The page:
See the images from two relevant pages out of the book Kissing Christians:
origin of kissing and hugging in vespers for Sunday of Forgiveness?
Posted 19 March 2016 - 01:54 PM
And if it is of recent origin, and has widespread acceptance, what of it? Are you saying that the Church cannot accommodate new customs?
No, I'm not saying that. I would regard any "harmless" innovation with grave skepticism. It seems to me that contemporary man (and especially contemporary western man) is nearly infallible in his ability to harm things by "improving" them.
Posted 19 March 2016 - 02:12 PM
Daniel and Peter, thank you for your thoughts and texts. I can't believe I forgot about the Life of St. Mary of Egypt! How many times have I read that?
I came across another text that is at least tangentially related to the point at hand:
"the kiss of peace. This fraternal greeting, an original member of the primitive shape, has since the 11th century been exchanged only by the clergy."
(from How Liturgies Grow: The Evolution of the Byzantine "Divine Liturgy" by Robert Taft)
It looks, then, as though the kiss of peace in general amongst the laity has not been in use for a thousand years. I would be surprised if during that thousand years it survived during the vespers of the Sunday of Forgiveness.
I also came across this from Archpriest Lawrence R. Farley: "In the earliest times, it would seem that the Kiss was given indiscriminately, between all Christians, of whatever gender. Each would greet their neighbours standing around them, bidding them the Peace of Christ, saying “Christ is in our midst!” (or some other greeting). In Chrysostom’s day, in Antioch, the Kiss was given on the lips. (Perhaps this is why it was soon changed!) Anyway, by 200 A.D. (long before Chrysostom), men and women were segregated in their giving of the Kiss and when it was exchanged with those standing on either side, it was then exchanged only among those of the same gender. Indeed, during Chrysostom’s time, men and women stood on opposite sides of the church. Thus, clergy in the altar exchanged the Peace with fellow-clergy, men in the nave exchanged it with men, and women with women."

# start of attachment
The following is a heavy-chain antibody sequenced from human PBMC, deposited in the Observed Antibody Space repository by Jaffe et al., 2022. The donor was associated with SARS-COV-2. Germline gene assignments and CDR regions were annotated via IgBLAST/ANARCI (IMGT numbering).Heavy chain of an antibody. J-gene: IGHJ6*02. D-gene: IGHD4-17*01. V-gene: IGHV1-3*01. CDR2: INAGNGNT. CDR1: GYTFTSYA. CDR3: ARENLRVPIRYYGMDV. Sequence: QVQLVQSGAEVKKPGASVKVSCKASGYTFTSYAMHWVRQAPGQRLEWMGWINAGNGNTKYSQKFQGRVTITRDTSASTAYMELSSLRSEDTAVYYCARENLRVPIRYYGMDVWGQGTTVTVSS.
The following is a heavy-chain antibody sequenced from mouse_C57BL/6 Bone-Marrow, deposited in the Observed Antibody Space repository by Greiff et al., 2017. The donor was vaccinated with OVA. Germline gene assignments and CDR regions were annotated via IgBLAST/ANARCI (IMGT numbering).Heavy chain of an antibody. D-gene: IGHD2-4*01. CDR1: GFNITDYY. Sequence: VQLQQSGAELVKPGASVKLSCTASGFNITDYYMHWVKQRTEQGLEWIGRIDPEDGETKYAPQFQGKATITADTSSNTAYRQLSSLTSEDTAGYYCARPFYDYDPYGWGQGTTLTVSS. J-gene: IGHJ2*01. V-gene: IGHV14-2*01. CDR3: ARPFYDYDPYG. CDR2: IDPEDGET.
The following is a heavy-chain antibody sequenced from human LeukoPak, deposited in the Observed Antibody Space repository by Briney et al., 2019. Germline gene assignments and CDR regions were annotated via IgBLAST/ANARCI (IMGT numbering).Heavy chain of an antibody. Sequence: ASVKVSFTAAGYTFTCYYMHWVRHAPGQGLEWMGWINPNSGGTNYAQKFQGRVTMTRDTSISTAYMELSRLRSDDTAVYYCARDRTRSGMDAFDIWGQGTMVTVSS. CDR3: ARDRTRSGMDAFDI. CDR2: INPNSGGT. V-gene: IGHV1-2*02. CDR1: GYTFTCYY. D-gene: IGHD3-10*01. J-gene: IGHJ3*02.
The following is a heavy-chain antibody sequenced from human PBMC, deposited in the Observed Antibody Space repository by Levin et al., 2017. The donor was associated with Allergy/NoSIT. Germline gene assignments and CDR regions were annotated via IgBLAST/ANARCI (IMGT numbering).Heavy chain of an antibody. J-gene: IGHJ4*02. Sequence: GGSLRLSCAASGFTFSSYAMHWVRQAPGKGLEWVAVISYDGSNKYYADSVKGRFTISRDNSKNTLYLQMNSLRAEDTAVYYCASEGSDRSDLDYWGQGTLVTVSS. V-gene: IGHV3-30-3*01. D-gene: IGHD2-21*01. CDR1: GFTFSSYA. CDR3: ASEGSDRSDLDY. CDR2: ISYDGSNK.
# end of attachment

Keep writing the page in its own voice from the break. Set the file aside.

I'm starting to get this as a general picture regarding the kiss of peace:
1. In the first two centuries, the kiss of peace was given indiscriminately between the genders.
2. From circa A. D. 200 to circa A. D. 1000, the kiss of peace was not exchanged between the genders. Men kissed men, and women kissed women.
3. From circa A. D. 1000 to the present, the kiss of peace was no longer exchanged amongst the laity. Only the clergy exchanged the kiss of peace.
Posted 19 March 2016 - 02:34 PM
Geoffrey, re your post #43: we must be careful to note that the Holy Spirit continues to be active as He is the Soul of the Church, and so whilst Holy Tradition remains apostolic, the way we live out our faith can grow and has done so, and practices and customs can develop and gain acceptance. I do not say this in relation to this particular issue but as a general comment on what you say.
Posted 20 March 2016 - 06:18 AM
No. If I ever do talk to him about it, it will be only after I get some idea of what I'm talking about.
So you have formed an opinion on this matter yourself, without seeing the need to consult your priest who is doubtless more experienced, more knowledgeable, and far better able to inform you and guide you?
Posted 20 March 2016 - 02:54 PM
Olga, I have been quietly overlooking various of your posts because some of your posts strike me as confrontational. I assume that is not your intention. I am not saying you are trying to be confrontational. I am describing only my impression of some of your posts. (For all I know, some of my own posts might strike others as confrontational, even though that is not my intention.)
I do not wish to enter into polemics that might tempt to anger.
Edited by Geoffrey McKinney, 20 March 2016 - 02:55 PM.
Posted 20 March 2016 - 03:48 PM
Geoffrey, I accept that you do not intend to be provocative but a few of your comments are somewhat acerbic. You seem inclined against the prevailing opinion here, and you have avoided responding to some points. Above all, it is a basic characteristic of the Orthodox way that we do not form our opinions for ourselves in relation to matters that have to do with the Church. I think it is right to say that something which moves you to such strength of feeling is something you ought to discuss with your priest.
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